Secondly, as to oppression, I know hijabis that will fight you tooth and nail about that and the solution to this oppression should not be banning hijabs. That is artificial. You want to fight oppression, then approve of laws that promote equity which was spectacularly turned down by the senate! This is a circus I tell you. lol.

    • Engoz

      July 21, 2016 at 4:29 pm

      Whocares, you raise good points.
      Is it necessary to me as a Christian that someone is wearing a hijab or not? It’s not actually. I’m quite indifferent. Growing up, there were kids that wore hijab to school and nobody cared. I guess the rising terrorism levels is scaring everyone out of their wits’ ends.

    • Caphie

      July 21, 2016 at 11:03 pm

      You didn’t just say that Prince, no need to go all offensive against someone else’s religion, hijab is part of the school uniforms in all federal government colleges, not just that, beret is worn to church by lots of women in Nigeria and its acceptable not just acceptable self, compulsory to wear it in some schools . that’s not fair . a child should choose whether to wear beret or hijab , I say no to banning it. And FYI,we ain’t terrorist . get that straight

    • anonymous

      July 22, 2016 at 2:07 pm

      Yes until one of you explodes in an open market place

  2. keke driver

    July 21, 2016 at 10:48 am

    “It was, It Is, and will NEVER be part of the approved school uniform for pupils”…sorry Muslims, but y’all have to lose at least for once….#JustSaying

  3. .................

    July 21, 2016 at 11:19 am

    What is all this drama about? muslims shaaa like to bring up issues, if you want your child to wear ijab there are muslim schools nao abi kini wahala? take them to where they can wear ijab, be eleha, wear socks and it wouldnt cause any ish. But you like fight so………………….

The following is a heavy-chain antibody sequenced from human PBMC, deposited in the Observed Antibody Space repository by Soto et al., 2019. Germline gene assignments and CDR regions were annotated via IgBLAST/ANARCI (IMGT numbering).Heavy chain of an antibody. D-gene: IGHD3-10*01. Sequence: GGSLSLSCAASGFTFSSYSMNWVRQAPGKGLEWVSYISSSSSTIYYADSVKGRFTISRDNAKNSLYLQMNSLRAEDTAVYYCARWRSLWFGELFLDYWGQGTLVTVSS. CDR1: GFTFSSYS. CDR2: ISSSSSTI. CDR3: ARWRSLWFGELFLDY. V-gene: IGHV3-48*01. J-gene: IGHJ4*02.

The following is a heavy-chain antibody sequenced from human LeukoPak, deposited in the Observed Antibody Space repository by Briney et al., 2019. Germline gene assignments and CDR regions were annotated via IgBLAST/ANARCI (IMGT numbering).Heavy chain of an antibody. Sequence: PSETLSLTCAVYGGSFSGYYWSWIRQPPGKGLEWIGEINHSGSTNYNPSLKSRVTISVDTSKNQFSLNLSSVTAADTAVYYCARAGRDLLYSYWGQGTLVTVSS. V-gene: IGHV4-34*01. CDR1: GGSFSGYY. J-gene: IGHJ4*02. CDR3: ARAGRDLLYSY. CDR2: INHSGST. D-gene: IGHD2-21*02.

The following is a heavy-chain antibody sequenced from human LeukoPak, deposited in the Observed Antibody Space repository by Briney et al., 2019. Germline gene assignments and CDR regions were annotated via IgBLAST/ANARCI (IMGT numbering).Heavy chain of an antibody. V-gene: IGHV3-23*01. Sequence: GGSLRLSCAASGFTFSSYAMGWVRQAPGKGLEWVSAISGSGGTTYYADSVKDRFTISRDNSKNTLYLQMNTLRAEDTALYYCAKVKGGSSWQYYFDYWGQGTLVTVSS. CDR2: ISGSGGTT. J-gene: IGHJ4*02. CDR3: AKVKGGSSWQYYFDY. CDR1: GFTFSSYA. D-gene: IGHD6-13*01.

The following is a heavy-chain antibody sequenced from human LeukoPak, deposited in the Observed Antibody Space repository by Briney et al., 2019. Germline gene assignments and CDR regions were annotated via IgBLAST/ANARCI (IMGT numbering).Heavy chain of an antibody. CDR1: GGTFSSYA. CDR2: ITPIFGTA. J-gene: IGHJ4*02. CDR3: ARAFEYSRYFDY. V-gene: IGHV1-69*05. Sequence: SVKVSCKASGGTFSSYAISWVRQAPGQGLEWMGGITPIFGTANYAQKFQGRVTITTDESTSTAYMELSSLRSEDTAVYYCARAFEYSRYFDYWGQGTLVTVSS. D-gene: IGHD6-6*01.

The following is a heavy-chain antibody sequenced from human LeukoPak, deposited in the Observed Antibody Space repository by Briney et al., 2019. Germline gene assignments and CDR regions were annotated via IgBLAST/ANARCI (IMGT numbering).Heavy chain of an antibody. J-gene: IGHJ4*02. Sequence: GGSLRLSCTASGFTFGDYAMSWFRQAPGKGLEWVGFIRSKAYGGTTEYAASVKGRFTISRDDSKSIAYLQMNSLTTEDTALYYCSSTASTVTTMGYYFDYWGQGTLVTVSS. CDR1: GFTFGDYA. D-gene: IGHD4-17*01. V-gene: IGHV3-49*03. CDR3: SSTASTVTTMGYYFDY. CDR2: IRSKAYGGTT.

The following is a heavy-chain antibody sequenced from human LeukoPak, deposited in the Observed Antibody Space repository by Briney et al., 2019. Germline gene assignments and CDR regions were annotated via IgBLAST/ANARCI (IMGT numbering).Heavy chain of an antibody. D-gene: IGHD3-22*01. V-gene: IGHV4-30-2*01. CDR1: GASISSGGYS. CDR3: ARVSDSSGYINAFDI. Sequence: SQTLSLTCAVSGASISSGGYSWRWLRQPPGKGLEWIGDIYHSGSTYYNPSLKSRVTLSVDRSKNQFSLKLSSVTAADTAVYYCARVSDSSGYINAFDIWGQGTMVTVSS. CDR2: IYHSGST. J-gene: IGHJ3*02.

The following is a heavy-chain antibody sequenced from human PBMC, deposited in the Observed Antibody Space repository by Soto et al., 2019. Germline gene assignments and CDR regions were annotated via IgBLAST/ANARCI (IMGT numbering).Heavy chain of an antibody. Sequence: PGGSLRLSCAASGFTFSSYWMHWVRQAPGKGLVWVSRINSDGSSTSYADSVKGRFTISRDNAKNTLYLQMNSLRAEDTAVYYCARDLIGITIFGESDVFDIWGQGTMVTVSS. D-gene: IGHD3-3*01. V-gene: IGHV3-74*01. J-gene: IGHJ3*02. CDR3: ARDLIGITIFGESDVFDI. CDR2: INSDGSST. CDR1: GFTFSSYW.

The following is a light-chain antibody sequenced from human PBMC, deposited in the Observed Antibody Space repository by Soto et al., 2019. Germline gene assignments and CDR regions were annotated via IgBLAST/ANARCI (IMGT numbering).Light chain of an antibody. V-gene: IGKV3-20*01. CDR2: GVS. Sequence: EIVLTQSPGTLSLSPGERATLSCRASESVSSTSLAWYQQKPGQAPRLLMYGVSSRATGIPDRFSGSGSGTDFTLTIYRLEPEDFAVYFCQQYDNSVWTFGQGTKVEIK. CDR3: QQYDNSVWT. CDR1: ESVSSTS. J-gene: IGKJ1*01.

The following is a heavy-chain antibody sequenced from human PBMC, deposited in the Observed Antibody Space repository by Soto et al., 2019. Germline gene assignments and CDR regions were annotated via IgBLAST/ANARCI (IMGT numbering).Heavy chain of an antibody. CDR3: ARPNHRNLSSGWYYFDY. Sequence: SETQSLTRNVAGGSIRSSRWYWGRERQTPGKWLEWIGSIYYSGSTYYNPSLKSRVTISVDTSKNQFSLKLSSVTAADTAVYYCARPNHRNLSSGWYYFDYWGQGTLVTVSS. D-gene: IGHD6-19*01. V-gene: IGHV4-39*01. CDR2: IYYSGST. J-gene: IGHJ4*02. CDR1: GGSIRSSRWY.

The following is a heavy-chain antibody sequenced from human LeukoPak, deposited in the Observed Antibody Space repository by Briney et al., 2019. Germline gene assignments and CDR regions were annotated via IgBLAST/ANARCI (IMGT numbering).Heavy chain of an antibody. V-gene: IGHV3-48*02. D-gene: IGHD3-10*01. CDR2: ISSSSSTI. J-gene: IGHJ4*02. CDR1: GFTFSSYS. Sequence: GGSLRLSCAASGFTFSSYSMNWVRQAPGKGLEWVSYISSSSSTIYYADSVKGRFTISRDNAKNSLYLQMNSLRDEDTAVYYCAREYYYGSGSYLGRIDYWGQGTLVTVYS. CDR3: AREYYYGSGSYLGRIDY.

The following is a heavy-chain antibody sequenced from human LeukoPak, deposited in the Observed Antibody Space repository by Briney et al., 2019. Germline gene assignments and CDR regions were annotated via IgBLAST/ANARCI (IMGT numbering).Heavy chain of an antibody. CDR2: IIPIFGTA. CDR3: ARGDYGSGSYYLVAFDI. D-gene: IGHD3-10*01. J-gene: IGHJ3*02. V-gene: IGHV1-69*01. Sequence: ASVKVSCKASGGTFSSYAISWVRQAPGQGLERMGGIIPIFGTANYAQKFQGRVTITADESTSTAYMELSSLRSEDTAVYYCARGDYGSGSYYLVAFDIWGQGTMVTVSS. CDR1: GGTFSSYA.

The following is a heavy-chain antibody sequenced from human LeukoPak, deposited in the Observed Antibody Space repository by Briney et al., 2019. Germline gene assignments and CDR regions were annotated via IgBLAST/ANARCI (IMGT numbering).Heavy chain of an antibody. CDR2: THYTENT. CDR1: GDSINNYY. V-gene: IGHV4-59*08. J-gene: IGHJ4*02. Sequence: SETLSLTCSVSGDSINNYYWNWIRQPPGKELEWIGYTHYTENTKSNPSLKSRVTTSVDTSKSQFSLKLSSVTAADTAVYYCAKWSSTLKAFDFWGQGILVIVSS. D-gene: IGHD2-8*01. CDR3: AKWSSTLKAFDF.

4. bolu

    July 21, 2016 at 11:31 am

    Very ignorant comments up there, the hijab is part of their identity and should be made a part of the school uniform, if the school finds it unruly they can specify the colour and style of the hijab, i went to a catholic school and even the muslims wore hijabs just had to be a certain length and colour and i have schooled in nigeria and in london.
    It is very discriminatory you might as well say you do not admit muslims nonsense.
    PS for those that have something to say, I am a Christain.
    Nigerians have a big islamophobia they need to get rid of

    • Cindy

      July 21, 2016 at 11:52 am

      You can’t blame Nigerians for having islamophobia….. whose fault is that? Please miss me with that political correctness nonsense. If they can’t boldly call out their fanatics and fundamentalists, we’ll do it for them.

    • Bolu

      July 21, 2016 at 12:43 pm

      question abeg when that nigerian tried to blow up a plane in america, we were quick to say that ‘NIGERIANS ARENT TERRORISTS’ we were quick to say that it was an isolated incident and they shouldn’t paint us with the same brush. who travelled around that time and was ticked off when they looked at your nigerian passport twice.
      the topic above is about young girls not able to live out their beliefs not about terror but somehow we are quick to equate islam to terror. treat each person on an individual basis, not based on their gender, tribe, religion/sector of belief.

    • LemmeRant

      July 21, 2016 at 8:54 pm


      You think if that incident happened over and over again like the ones we have here, Nigeria would not be blacklisted. Infact it doesn’t even need to happen over and over again. It just needs to happen a second time. It happened for the first time ever and Nigeria was very close to being blacklisted by the US.

      The problem I have with Moslems are the so called “good moslems.” It is your duty as a moslem to defend your faith. Which means to stand up to anybody who uses your religion shamefully, but do they?

      They sit there and ignore it as if they don’t see whats going on. The only time you hear of these “good moslems” are times like this when other people are criticizing their religion. But to stand to against the real problem lailai.